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EP adopts Commission's proposals on social security for aircrew and cross-border self-employed workers

19/04/2012 EP adopts Commission's proposals on social security for aircrew and cross-border self-employed workers

On Wednesday 18 April, the European Parliament adopted a proposal from the Commission which makes amendments to the modernised social security coordination regulations No (EC) 883/2004 and 987/2009. They include changes affecting aircrew and self-employed workers.


As it stands, the general rules that apply to all persons working in two or more EU countries apply to aircrew. These general rules do not fully fit the way in which airlines are organised. Many airlines provide their services from so-called "home bases", the place where the personnel normally starts or ends a duty period or a series of duty periods and where, under normal conditions, the operator is not responsible for the accommodation of the aircrew member. This is also the location with which the worker has the greatest connection during his/her employment.

The amendments now recognise this close connection with the inclusion of the concept of 'home base", which means that the person will be subject to the social security legislation of the country of the "home base". Let's for example imagine the situation of a pilot who is working for an airline which has his registered office in France, but who is residing in Italy and whose 'home base' is in Italy. According to the new rules, he will be subject to the Italian social security legislation and no longer to the French legislation. This means contributions will be paid in Italy, for example.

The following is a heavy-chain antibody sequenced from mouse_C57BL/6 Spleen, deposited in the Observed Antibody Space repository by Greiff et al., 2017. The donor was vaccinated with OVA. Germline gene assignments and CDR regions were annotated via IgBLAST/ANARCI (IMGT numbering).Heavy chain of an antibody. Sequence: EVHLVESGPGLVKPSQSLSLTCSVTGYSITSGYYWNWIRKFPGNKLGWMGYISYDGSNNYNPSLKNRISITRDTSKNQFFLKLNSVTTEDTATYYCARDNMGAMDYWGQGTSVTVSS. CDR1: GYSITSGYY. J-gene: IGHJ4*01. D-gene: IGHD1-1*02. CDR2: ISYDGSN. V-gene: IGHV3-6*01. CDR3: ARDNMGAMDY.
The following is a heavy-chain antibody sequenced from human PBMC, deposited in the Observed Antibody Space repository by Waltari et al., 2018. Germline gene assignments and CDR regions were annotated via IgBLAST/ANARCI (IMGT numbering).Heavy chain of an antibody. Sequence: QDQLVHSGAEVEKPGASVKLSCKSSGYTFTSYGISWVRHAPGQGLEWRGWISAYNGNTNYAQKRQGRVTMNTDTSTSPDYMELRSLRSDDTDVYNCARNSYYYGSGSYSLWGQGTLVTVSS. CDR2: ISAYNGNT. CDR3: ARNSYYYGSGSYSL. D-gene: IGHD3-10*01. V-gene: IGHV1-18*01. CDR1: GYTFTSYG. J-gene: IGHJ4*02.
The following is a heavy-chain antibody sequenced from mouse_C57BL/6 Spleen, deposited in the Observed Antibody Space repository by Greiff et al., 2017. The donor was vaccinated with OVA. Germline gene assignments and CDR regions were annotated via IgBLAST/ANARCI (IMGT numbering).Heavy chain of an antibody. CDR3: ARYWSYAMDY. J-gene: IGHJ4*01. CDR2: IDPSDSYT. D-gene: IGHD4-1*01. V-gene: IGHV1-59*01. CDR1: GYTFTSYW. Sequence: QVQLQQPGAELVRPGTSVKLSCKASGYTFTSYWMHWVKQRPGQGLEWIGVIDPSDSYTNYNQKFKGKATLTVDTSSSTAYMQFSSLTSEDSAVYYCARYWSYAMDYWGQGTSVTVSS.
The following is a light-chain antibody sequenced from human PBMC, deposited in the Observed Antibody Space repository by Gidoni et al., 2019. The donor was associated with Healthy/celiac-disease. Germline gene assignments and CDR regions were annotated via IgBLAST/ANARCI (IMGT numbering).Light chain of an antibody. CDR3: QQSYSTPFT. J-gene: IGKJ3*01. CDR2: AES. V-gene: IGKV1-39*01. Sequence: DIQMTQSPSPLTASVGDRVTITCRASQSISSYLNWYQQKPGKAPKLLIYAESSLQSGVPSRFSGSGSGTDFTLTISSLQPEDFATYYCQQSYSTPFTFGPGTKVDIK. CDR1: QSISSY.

Self-employed workers

Also, the regulations contained some gaps concerning the provision of unemployment benefits to self-employed cross-border workers - or "frontier workers" in the regulations (i.e. people who work in one EU country but live in another to which they return daily or at least once a week). For employed frontier workers, the country of residence is responsible for paying such benefits, not the country of last employment. This is an exception to the general rule and is designed to allow the ex-frontier worker to have better support to find a job in his/her country of residence.

Modernised regulations extend unemployment provisions to self-employed workers. The amendments proposed introduce practical provisions for self-employed frontier workers. These will apply in case the country of residence has no unemployment benefits scheme for self-employed unemployed persons. In this case, the country of last activity will pay the unemployment benefits  if the person registers with the unemployment services and fulfils job-seeking activities there. Of the 27 EU countries, 18 have an unemployment benefits scheme for self-employed persons and 9 don't.

It is up to the Council now to approve the European Parliament's position in its first reading.

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